How would you like the opportunity to get an eye exam online? In South Carolina, you can’t legally do that, but one company is fighting that state law.
The company Opternative offers exams and fittings for corrective lenses with one over-the-internet refractive test, using what’s known as telemedicine; but since the statute passed in 2016 makes that illegal in South Carolina, they’ve stopped business in the Palmetto State.
Opternative’s attorneys say it’s an unfair and even unconstitutional law. Those on the side supporting the law say it’s bad for public health for patients to resort to internet exams.
Opternative is suing the state. On Wednesday, attorneys asked a judge to declare the state law unconstitutional. That could be based on whether the judge believes the law was passed to protect public health or protect physicians’ profits.
“This is economic protectionism for its own sake,” Attorney Robert McNamara with the Institute fro Justice said. “And so they want people to come into their shops so they can sell them expensive glasses frames.” McNamara is one representing Opternative.
“If somebody doesn’t see an optometrist or an ophthalmologist whose standard of care requires them to perform other tests, they may not be diagnosed with glaucoma, with diabetes, with hypertension, with a whole host of things,” Attorney Kirby Shealy said. He speaks for the South Carolina Optometric Association.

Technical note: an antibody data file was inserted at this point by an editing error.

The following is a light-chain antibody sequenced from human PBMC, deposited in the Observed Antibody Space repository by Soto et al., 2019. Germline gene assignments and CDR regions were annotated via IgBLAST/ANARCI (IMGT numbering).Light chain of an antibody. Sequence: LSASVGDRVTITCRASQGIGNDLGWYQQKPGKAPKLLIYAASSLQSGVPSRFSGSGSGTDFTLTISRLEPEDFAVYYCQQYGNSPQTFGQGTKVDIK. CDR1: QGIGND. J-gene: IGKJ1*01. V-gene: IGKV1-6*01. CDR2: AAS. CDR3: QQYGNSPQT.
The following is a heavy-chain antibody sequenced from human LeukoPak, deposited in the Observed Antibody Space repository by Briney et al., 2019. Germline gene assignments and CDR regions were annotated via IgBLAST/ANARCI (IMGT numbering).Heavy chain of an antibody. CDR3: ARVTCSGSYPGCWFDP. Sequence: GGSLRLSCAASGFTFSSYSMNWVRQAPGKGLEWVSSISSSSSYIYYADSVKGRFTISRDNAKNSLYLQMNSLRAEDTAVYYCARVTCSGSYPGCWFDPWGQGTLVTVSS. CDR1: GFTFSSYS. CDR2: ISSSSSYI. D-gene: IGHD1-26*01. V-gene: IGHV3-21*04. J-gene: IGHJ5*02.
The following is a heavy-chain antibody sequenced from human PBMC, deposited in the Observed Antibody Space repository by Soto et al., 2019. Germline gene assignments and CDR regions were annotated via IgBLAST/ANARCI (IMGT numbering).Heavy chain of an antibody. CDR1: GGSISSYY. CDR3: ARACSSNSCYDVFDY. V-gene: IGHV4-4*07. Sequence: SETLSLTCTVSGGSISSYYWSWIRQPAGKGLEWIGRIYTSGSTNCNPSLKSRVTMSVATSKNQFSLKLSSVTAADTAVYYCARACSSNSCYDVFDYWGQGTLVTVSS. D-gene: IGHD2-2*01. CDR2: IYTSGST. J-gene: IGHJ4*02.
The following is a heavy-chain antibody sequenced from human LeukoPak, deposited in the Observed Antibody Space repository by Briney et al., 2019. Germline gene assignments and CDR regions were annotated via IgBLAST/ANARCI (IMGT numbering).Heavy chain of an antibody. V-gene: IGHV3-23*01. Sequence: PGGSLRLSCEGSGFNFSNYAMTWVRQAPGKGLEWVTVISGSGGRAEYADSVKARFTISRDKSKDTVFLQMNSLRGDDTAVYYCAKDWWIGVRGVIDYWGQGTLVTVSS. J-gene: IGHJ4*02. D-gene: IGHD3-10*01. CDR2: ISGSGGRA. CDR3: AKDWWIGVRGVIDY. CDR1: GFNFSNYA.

McNamara claims the state law preventing online eye exams was enacted simply to protect the physical brick and mortar offices’ business. But SCOPA says it’s not about that, and another local ophthalmologist agrees. Dr. Kelly Hynes spoke to WIS on her thoughts. She says she’s not concerned for her business, that “there are enough eyes to go around.”
“There are many eye conditions that you may have, without even knowing that you have them,” Hynes says.
McNamara says Opternative is not a replacement to comprehensive tests, just a convenience for patients.
“Comprehensive eye exams are absolutely important. But no ophthalmologist thinks you need a comprehensive eye exam every single year. But in South Carolina, your eyeglasses prescription expires after every single year,” he says.
“It’s giving us a false sense of security, if we get a pair of glasses that work and think, our eyes are fine,” Hynes says.
The judge is allowing attorneys 20 days to file arguments before she makes her decision.
An online search shows Opternative’s price for a contact eye test and glasses together, for $60. Prices at brick-and-mortar stores can vary. Hynes said that her practice at 20!20 Vision in Five Points takes most vision insurance with a co-pay from $0-25. Out of pocket, the exam price is about $139.